Tennyson Street School: vision

Vision: (n) the faculty of being able to see; eyesight, sight, observation, view, perspective
(n) an experience of seeing someone or something in a dream or trance, or as a supernatural apparition; hallucination, illusion, mirage
(v) imagine

“My dad came from Mexico.”

“My dad too.”

“When he married my mom, then he didn’t have to go back to Mexico any more. He got to stay.”

“One time I visited my relatives in Mexico; they were nice.”

When we made our passports, we began telling origin stories, where we come from. I had originally envisioned our craft project as symbolic of a Passport to College and New Ideas. But like many passports, it had become an interwoven tale of where we come from and where we wanted to go. I had cleverly torn blue carnival tickets from a roll and stapled them to their passports under the catch-phrase, “Reading Is My Ticket,” as in, ticket to learning, ticket to upward mobility. I hadn’t thought through my own role very well, however.

Even with my slick sales pitch for the Literacy Lab, it was evident to the kids themselves that they had a lot of hard work ahead of them if reading was going to be their ticket to anything beyond a driver’s license and an entry-level job. Most of them knew their test scores, their defined reading levels. The price of their ticket was already fairly steep.

Sometimes I become so enthralled with my own vision that I forget to take a clear-eyed look around. When I get into that state of mind, I think I must appear quite near-sighted to people around me. A bit dreamy. Unrealistic.

In fact, quite the opposite is true. And…the unrealistic dreamer is true. They’re both true.

When I was a kid, I got to take gymnastics one year, before it became too far to drive from our farm and too expensive to continue. For that year, I was following in the iron-toed footsteps of the tiny Olympian heroes of my day – Olga Korbut from the Soviet Union, and later the Romanian star Nadia Comaneci, she of the perfect 10s. I learned to walk on my hands, vault over a pommel horse, hang from rings, and swing nearly a loop around the lower of the uneven parallel bars. And best of all, I learned to traverse the balance beam.

I loved the balance beam. With the wiry strength of a rambunctious 7-year-old and the fearlessness of a circus high-wire performer, I followed where Olga led, toes pointed with each steady step forward, lifting onto the balls of my feet and simultaneously pirouetting then solidly down onto the bar again, now facing in reverse, arms outstretched to the sides or one forward, one back, fingers pointed like a dancer on a cliff’s edge. I learned to dip-step, one foot scooping down from the beam and back up, then the other, a pretty little prance so joyful it made me smile. With a spotter, I practiced tucking into a somersault along the beam, regaining my feet in one smooth motion and standing tall, then lifting my arms like a salute – before taking a cartwheel off the end.

On the balance beam, you have to envision yourself graceful and acrobatic, a dancer on a narrow ledge high above the mundane world. You must believe you can flip and spin in that tiny orbit. You must trust your slender footing, and then you have to leap – and immediately land, leap and land again. The beam is hard and unforgiving if you miss, but reassuringly solid when your feet alight, toes gripping, legs steadying, arms like wings. You must believe you can fly, and then, you must cartwheel into space and hit the earth like a meteor. Rock solid. Stick the landing like a mountain. Thrust out your chest with pride, chin held high because you dared to believe in yourself, and then you dared to return to the mortal world without apology.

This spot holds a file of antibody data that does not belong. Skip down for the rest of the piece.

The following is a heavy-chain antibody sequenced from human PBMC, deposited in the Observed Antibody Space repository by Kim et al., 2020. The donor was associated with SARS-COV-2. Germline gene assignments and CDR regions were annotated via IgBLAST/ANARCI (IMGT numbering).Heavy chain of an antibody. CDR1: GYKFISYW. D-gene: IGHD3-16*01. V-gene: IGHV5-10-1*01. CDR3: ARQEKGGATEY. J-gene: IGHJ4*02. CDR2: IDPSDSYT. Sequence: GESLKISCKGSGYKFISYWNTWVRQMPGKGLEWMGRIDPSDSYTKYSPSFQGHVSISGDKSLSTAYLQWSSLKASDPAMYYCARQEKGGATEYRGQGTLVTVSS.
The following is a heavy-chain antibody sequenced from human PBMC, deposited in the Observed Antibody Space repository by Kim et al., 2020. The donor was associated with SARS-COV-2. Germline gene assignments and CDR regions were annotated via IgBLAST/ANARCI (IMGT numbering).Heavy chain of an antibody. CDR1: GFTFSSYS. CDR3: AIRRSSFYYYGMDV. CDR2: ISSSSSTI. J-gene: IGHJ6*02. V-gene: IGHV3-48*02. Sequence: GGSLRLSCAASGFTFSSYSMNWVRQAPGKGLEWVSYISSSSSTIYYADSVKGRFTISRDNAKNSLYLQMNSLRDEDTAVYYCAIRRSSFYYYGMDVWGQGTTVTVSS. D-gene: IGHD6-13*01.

Hailey struggled the day we made our Passports to New Ideas. She struggled with her belief in herself. I saw her lip quiver.

“Hailey?” I asked very quietly, crouching next to her as Harrison and Poppy put their drawing materials away on the shelf, chattering happily.

“Reading is not my…it’s not my…,” and her lip quivered again.

“What is reading like for you, Hailey?” My voice was as soft as I could make it, my eyes searching for hers under her mop of bangs.

She looked up, then down at her passport. “A hard job.”

I nodded. I nodded until she looked up and saw me nodding. “Then that’s what you can write. ‘Reading is my hard job.’ Right there.” And she did.

“Do you want this?” I asked, holding up her carnival ticket. She nodded. “Where do you want me to staple it?”

She pointed to the same place everyone else’s tickets were attached. I clicked the stapler. Reading Is My – blue ticket. Her ticket opened like a lift-the-flap toddler’s book, revealing words only she and I knew were there.

“Good for you, Hailey: that’s honest. That was brave, to say what’s true for you. Good for you.” She gave me a bashful half-smile.

Sometimes we need a vision held over our truth, a reminder that we, too, can believe in ourselves. We need an Olympic hero, a strong coach to spot us, to strengthen us, to cheer us. What we get might be a starry-eyed dreamer with a love of dancing on the edge of possibility; but isn’t that someone who understands what a hard job is?

“What’s that line on your glasses? Are they cracked?” Harrison asked, staring intently into my bifocals.

“Yeah, in a way. But it’s on purpose. I have two ways to see with my glasses – one way up here, and another down here.”


“Yeah. Pretty cool, huh?” I stood up tall, and reached a hand as gracefully as I could toward Hailey, inviting her to join me. “Ready?”

She smiled and stood, and we all walked proudly back to their classroom. “Because we are Literacy Lab students,” I’ve taught them. We work hard, believing in ourselves, taking those leaps of faith.